We downloaded the 33, 33, and 22 Lactobacillus, Pseudomonas, and Mycobacterium members, respectively, with full genome sequences and annotations from Genome Database of the National Center for Biotechnology Information (NCBI) (September 2013). Table 1 shows the names and GenBank accession number of the Lactobacillus members and Tables S1 and S3 (see Supplementary Material available online at http://dx.doi.org/10.1155/2015/303605) show details of Pseudomonas and Mycobacterium members used in this study.

Table 1: Names and GenBank accession number of Lactobacillus species used in this study.

2.2. 16S rRNA and HSP60 Extraction

The files that contain the Lactobacillus bacterial genome sequences were processed using Python script to extract each 16S rRNA and HSP60 sequence according to the Lactobacillus genome annotations. Table 2 shows the copy numbers and sequence positions (start-end) of the 16S rRNA and HSP60 sequences in the Lactobacillus members and Tables S2 and S4 show the same details of Pseudomonas and Mycobacterium members used in this study. In one case, Lactobacillus kefiranofaciens ZW3, we had to annotate the 16S rRNA sequences, as its annotation was unavailable in the database. We picked up the 16S rRNA sequences from L. kefiranofaciens ZW3 genome using the same primers successfully used with all other Lactobacillus members. The two primers picked up four copies of 16S rRNA sequences (Table 2 strain ID 28).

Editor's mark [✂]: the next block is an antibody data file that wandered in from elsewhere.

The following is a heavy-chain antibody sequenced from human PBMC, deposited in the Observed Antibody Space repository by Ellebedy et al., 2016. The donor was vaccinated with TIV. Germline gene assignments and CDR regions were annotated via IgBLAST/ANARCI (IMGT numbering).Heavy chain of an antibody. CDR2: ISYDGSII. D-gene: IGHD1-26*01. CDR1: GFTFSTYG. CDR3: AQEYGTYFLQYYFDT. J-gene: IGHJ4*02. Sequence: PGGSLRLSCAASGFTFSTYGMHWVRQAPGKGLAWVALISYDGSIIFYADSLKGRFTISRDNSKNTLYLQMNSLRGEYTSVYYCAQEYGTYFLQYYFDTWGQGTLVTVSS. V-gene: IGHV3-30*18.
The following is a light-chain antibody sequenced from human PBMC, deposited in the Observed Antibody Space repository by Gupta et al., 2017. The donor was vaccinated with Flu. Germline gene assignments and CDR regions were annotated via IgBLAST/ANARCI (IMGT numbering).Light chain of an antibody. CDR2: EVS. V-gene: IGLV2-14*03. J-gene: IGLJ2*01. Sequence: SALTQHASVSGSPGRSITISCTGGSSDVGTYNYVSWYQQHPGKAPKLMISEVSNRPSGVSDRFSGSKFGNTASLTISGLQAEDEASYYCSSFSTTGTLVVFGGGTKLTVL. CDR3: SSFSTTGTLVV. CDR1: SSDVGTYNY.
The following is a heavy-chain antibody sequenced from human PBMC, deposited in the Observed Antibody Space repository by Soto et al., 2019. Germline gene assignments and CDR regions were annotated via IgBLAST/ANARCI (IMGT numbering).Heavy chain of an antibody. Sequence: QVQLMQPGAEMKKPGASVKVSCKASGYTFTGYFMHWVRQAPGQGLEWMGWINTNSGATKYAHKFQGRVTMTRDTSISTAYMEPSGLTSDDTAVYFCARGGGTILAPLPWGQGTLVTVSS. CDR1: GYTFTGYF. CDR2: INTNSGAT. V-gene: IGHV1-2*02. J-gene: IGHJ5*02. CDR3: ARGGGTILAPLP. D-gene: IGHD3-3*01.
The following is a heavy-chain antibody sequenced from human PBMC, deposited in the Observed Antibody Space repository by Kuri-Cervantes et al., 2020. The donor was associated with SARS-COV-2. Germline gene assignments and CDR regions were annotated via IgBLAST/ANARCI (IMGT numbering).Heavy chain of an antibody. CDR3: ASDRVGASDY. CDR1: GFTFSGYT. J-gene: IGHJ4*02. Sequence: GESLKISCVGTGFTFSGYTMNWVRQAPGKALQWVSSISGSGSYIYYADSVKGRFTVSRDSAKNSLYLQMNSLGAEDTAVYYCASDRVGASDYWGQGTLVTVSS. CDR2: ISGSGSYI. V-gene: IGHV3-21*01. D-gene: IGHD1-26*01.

Table 2: 16S rRNA and HSP60 copy numbers and genomics positions.
2.3. 16S rRNA Primer Selection

We tested 13 different primer sequences obtained from 8 published studies (Table 3). We used Python script to test the primers and compare the sequence positions we got using each primer with 16S rRNA position in the genome annotation in (NCBI), to confirm that the primer would pick the 16S rRNA sequence. Based on this testing, we selected two primers (Table 3, 8F and 1541R) from [31]. The two selected primers appear in all Lactobacillus genomes in this study and with the largest product length (1550 pb).

Table 3: Primer sequences used for 16S rRNA.
2.4. HSP60 Primer Design

A universal degenerate primer for picking up HSP60 sequences was designed based on the conserved regions in the HSP60 extracted sequences. We identified the conserved regions by performing multiple sequence alignment (MSA) using CLC Sequence Viewer software (CLC Bio, Swansea, UK). Table 3 shows the sequences of the designed and forward and reverse primers.

2.5. Restriction Enzymes and Restriction Map

We collected the information about restriction enzymes and restriction sites from the database of restriction enzymes (REBASE), Roberts 1980 and Roberts et al., 2010 [39, 40], and the restriction enzyme database attached to the DNA Star software (DNASTAR Inc., Madison, WI, USA). Prediction of the in silico restriction map was performed using the restriction sites information and the seqBuilder tool of Lasergene software tool (DNASTAR Inc., Madison, WI, USA).